Capital Crisis II
On Point with Chris Papst
On Tuesday, October 11, Pennsylvania's capital city filed for bankruptcy. Never before had a state capital took such desperate measures to address its financial woes. And the action was not quietly accepted. As soon as city council filed the papers, the state hired a lawyer to appeal the process. So did the city's mayor. Now the stage is set for a court battle which will determine the future of municipal bankruptcy in not only the commonwealth, but the country. Some say it's historic. Others feel it's just ridiculous.
Harrisburg's money troubles began in earnest about a decade ago when the EPA shut down the city's ailing trash-to-steam incinerator. At that point, the capital city had a decision to make; does it take out a huge loan to repair the facility or doesn't it? On November 5, 2003, despite overwhelming opposition from the community, city council voted 6-1 to accept a $125 million loan to fix the incinerator.
Following some bad luck and a few unfortunate business decisions, that initial $125 million of debt has now turned into $310 million, which is six times the city's annual budget of roughly $50 million. As a result, the city has missed bond payments and currently finds itself involved in six lawsuits. Its financial outlook is beyond grim.
The city sought help from the commonwealth. But city council, the mayor and the state coordinators couldn't come to an agreement on how to best solve the city's problems. So, Harrisburg City Council voted 4-3 to file for Chapter 9 bankruptcy. I was sitting in council chamber when the vote was called.
No one knew this vote was happening. The rules were suddenly suspended and council added the measure to the agenda. Yet, the move itself was not surprising. It had been long rumored that bankruptcy was council's ultimate objective.
“We know this isn't a popular thing to do,” said Council member, Brad Koplinski, who voted for bankruptcy. “We understand that, but we truly believe this is the right thing to do. I believe this is the only thing that will work.”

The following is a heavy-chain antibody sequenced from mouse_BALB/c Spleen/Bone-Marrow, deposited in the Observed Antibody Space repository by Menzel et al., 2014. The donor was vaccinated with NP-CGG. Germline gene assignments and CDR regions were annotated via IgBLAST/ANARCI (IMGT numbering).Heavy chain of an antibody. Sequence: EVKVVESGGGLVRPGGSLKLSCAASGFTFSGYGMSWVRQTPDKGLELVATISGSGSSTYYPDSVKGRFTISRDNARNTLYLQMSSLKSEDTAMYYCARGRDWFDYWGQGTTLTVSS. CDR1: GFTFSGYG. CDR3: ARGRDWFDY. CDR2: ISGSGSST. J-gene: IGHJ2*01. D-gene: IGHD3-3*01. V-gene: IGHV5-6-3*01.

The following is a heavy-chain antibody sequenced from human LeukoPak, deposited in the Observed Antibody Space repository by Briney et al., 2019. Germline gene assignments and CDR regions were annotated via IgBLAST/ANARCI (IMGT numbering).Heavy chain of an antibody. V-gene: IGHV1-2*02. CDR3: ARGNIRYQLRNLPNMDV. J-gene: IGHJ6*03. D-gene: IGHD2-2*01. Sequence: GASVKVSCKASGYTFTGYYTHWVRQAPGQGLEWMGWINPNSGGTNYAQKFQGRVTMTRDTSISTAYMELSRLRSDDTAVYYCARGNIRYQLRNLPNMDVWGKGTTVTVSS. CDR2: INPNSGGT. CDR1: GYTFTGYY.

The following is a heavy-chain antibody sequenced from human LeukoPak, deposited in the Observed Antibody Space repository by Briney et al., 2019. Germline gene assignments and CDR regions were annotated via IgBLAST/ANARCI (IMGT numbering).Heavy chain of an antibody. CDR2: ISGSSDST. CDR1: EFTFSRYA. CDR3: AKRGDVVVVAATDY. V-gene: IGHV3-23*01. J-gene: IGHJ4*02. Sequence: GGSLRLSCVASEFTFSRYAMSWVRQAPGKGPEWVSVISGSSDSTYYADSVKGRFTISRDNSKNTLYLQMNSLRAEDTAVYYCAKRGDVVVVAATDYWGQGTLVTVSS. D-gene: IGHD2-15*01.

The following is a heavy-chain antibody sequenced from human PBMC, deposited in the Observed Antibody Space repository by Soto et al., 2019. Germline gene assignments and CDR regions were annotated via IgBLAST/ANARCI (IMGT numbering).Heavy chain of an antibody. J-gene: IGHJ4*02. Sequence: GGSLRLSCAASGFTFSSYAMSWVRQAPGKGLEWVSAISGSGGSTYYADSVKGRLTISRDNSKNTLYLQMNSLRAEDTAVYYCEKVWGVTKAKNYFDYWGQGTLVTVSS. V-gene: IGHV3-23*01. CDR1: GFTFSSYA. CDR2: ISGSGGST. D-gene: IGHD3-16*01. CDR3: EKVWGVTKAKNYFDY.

“I know there will be a lot of backlash because of this,” said fellow yes-vote, Susan Brown-Wilson. “But you know what? If it's about making sure the people of Harrisburg get their justification and their just day in court, then I say let's do it.”
Councilwoman, Patty Kim, voted with the minority. “Those attorneys from our creditors are going to sue us out the wazoo before we get into bankruptcy court. That is not a good plan for residents.”
Earlier this year, the state passed a law restricting Harrisburg's ability to file for bankruptcy. State lawmakers didn't want the capital city tarnished with a bankrupt reputation. The lawyer council hired will challenge the constitutionality of the law.
As if its financial collapse wasn't bad enough, the city will now be stretched into three directions. Council will further pursue bankruptcy; the mayor will continue to implement her recovery plan that council rejected; and, the state will attempt to take over the city. It's an unprecedented situation with a highly uncertain outcome.
When I wrote on this topic back in August, I stated that this situation was not getting the national attention it deserved (although it is now). Marred in an endless recession, cash-strapped municipalities all around the country are watching closely. If city council's lawyer can triumph over the state and successfully rewrite the city's debt contracts, other troubled municipalities will be encouraged to follow suit. The results could be a disastrous run on municipal bond insurers.
Is this historic or ridiculous? I'm not sure, yet. But there is no middle ground. What is happening is extreme. And the outcome is destined to be, as well.
Chris Papst is a two-time Emmy Award winning journalist for CBS-21.